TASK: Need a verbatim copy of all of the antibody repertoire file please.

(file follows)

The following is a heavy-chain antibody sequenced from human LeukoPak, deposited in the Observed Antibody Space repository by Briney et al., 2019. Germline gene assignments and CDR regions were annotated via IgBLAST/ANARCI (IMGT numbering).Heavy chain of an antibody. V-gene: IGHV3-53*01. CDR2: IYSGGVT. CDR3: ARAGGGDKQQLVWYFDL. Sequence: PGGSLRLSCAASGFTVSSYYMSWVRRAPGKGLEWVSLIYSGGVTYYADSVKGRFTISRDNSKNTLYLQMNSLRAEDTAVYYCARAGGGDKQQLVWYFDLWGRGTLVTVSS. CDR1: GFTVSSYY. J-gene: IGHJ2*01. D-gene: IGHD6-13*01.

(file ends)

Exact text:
The following is a heavy-chain antibody sequenced from human LeukoPak, deposited in the Observed Antibody Space repository by Briney et al., 2019. Germline gene assignments and CDR regions were annotated via IgBLAST/ANARCI (IMGT numbering).Heavy chain of an antibody. V-gene: IGHV3-53*01. CDR2: IYSGGVT. CDR3: ARAGGGDKQQLVWYFDL. Sequence: PGGSLRLSCAASGFTVSSYYMSWVRRAPGKGLEWVSLIYSGGVTYYADSVKGRFTISRDNSKNTLYLQMNSLRAEDTAVYYCARAGGGDKQQLVWYFDLWGRGTLVTVSS. CDR1: GFTVSSYY. J-gene: IGHJ2*01. D-gene: IGHD6-13*01.